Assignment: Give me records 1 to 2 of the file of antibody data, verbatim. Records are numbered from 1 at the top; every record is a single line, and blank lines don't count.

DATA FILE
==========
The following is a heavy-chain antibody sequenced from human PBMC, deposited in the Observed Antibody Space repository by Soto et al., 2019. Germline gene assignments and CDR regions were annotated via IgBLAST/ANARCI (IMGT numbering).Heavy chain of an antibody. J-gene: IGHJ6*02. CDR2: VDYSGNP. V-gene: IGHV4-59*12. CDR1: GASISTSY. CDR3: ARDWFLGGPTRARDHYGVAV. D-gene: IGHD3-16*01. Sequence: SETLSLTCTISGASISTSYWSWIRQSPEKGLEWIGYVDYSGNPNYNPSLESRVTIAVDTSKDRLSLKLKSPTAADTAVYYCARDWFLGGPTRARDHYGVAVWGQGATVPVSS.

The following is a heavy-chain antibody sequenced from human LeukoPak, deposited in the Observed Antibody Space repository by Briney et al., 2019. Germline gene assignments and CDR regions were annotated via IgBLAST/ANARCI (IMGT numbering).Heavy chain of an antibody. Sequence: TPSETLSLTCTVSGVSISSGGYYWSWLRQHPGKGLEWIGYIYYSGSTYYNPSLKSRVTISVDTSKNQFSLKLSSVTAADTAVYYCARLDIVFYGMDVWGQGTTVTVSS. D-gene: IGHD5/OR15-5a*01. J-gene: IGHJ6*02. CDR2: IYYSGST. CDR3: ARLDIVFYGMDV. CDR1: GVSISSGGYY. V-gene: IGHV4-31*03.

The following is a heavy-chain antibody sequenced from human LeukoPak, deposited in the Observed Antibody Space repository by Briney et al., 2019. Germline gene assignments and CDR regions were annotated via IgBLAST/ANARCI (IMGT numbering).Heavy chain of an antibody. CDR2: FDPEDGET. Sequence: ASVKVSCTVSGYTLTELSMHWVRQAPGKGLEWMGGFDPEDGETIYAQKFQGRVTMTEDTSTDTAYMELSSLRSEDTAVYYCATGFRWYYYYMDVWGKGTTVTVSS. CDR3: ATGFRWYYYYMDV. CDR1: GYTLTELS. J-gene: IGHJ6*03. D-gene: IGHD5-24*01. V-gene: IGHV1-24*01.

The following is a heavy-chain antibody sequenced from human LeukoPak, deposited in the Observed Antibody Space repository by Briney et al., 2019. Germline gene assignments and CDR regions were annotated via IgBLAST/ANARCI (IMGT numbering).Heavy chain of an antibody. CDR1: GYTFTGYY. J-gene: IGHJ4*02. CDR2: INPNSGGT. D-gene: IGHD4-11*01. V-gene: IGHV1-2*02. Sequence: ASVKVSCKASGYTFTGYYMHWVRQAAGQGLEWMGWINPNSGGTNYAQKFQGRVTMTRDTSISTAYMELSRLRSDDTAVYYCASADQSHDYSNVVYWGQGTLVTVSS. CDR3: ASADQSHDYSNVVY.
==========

The following is a heavy-chain antibody sequenced from human PBMC, deposited in the Observed Antibody Space repository by Soto et al., 2019. Germline gene assignments and CDR regions were annotated via IgBLAST/ANARCI (IMGT numbering).Heavy chain of an antibody. J-gene: IGHJ6*02. CDR2: VDYSGNP. V-gene: IGHV4-59*12. CDR1: GASISTSY. CDR3: ARDWFLGGPTRARDHYGVAV. D-gene: IGHD3-16*01. Sequence: SETLSLTCTISGASISTSYWSWIRQSPEKGLEWIGYVDYSGNPNYNPSLESRVTIAVDTSKDRLSLKLKSPTAADTAVYYCARDWFLGGPTRARDHYGVAVWGQGATVPVSS.

The following is a heavy-chain antibody sequenced from human LeukoPak, deposited in the Observed Antibody Space repository by Briney et al., 2019. Germline gene assignments and CDR regions were annotated via IgBLAST/ANARCI (IMGT numbering).Heavy chain of an antibody. Sequence: TPSETLSLTCTVSGVSISSGGYYWSWLRQHPGKGLEWIGYIYYSGSTYYNPSLKSRVTISVDTSKNQFSLKLSSVTAADTAVYYCARLDIVFYGMDVWGQGTTVTVSS. D-gene: IGHD5/OR15-5a*01. J-gene: IGHJ6*02. CDR2: IYYSGST. CDR3: ARLDIVFYGMDV. CDR1: GVSISSGGYY. V-gene: IGHV4-31*03.